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Omicron mutations signal vaccine evasion, similar symptoms

Kristen V. Brown, Bloomberg News on

Published in News & Features

As fears of another global surge of COVID-19 cases send jitters through global markets, spur a new round of travel bans and cause Americans to rethink their holiday plans, scientists studying the omicron variant are getting the first hints of what’s in store for the months to come.

The new variant’s mutations suggest that it is likely to evade the protections of vaccines to at least some extent, but that it is unlikely to cause more severe illness than previous versions of the coronavirus.

These early hypotheses appear in line with real-world observations from places like South Africa, where infections have included the vaccinated and previously ill but appear so far largely mild. That data, however, is thus far extremely limited, so much current evidence has come from computer modeling and comparing omicron’s physical structure to past variants.

A lot remains a mystery about omicron, which has more than twice the number of mutations as the delta variant, with the bulk found in the spike, the crown-like protein on the surface of the virus that vaccines train our bodies to attack. The appearance of such a highly mutated virus nearly two years into the pandemic caught the scientific community by surprise, as many had hypothesized that the ultra-contagious delta variant might mark the last major wave, peaking and then eventually burning out, much like the 1918 influenza pandemic.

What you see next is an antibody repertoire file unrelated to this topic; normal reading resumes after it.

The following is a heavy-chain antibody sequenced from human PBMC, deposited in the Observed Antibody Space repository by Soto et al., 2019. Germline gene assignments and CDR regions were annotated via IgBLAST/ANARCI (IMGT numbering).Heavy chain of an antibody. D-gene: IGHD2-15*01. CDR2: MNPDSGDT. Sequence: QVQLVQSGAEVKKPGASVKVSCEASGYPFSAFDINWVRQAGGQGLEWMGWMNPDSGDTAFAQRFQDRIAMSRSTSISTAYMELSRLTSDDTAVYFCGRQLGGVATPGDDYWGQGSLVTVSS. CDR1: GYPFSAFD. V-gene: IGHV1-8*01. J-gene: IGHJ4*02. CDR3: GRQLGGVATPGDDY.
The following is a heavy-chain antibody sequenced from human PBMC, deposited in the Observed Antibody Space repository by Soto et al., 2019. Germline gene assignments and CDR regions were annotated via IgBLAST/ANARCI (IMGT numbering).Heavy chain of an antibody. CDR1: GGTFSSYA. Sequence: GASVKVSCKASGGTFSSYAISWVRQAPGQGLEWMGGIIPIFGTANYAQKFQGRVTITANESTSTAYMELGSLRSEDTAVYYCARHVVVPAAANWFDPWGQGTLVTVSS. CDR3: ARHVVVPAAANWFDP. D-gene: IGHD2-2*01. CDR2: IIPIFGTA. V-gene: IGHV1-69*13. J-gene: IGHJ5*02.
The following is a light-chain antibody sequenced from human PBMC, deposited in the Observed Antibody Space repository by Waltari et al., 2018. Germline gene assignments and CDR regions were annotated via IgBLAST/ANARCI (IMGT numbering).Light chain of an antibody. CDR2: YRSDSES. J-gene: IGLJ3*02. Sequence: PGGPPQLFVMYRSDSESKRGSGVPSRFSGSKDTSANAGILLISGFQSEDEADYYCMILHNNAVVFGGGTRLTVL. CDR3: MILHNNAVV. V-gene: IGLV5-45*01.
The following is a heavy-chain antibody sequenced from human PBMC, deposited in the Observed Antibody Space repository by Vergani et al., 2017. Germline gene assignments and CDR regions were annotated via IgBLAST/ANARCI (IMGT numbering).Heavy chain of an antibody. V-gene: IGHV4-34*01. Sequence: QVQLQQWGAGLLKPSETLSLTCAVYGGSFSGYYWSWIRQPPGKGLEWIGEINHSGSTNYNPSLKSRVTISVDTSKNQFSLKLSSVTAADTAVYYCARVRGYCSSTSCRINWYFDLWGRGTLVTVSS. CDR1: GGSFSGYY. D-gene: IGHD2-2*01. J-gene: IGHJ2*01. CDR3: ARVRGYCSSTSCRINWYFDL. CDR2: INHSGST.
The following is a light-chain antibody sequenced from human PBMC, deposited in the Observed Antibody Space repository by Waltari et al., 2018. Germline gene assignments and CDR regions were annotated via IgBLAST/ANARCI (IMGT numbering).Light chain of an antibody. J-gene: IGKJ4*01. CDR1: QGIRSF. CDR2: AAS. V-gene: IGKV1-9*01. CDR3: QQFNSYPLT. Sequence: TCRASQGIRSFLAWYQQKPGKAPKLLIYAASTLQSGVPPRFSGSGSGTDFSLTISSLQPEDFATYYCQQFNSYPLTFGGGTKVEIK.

It will take scientists weeks of careful laboratory testing and study to untangle exactly what omicron’s mutations mean, and definitively nail down details about how much more contagious it is and what the implications are for those who get infected. But early observations have already allowed scientists to make some informed guesses about what’s to come.

The location of omicron’s mutations suggest two things. The first is that the virus is likely to evade vaccines to some extent. Some of the spike mutations are in the same locations seen in other variants that spread quickly. In past variants those mutations have led to what’s known as antibody escape, in which the virus is able to evade the attack of antibodies generated by vaccines or a previous COVID-19 infection.

 

The second insight is that it appears likely omicron won’t be impervious to the body’s second line of defense, T-cells. They work hand-in-hand with antibodies to ward off infection and the development of disease. If a virus manages to escape the attacks of antibodies, T-cells then get to work killing infected cells.

“Many of the mutations occur in the hotspots on the spike protein, which we know are important for antibodies to bind,” said Wendy Burgers, an immunologist at the University of Cape Town. “What we predict is that a lot of the T-cell response will still be active against omicron.”

Her lab is awaiting samples from omicron-infected patients and spike-protein based on omicron to begin experiments to help confirm this suspicion. But early computer analysis has backed up the theory.

Antibodies have narrow targets of attack on the spike protein, aiming for just two specific regions known as the receptor binding domain and the N-terminal domain. That means that a handful of mutations in those regions can significantly impact the ability of antibodies to attack.

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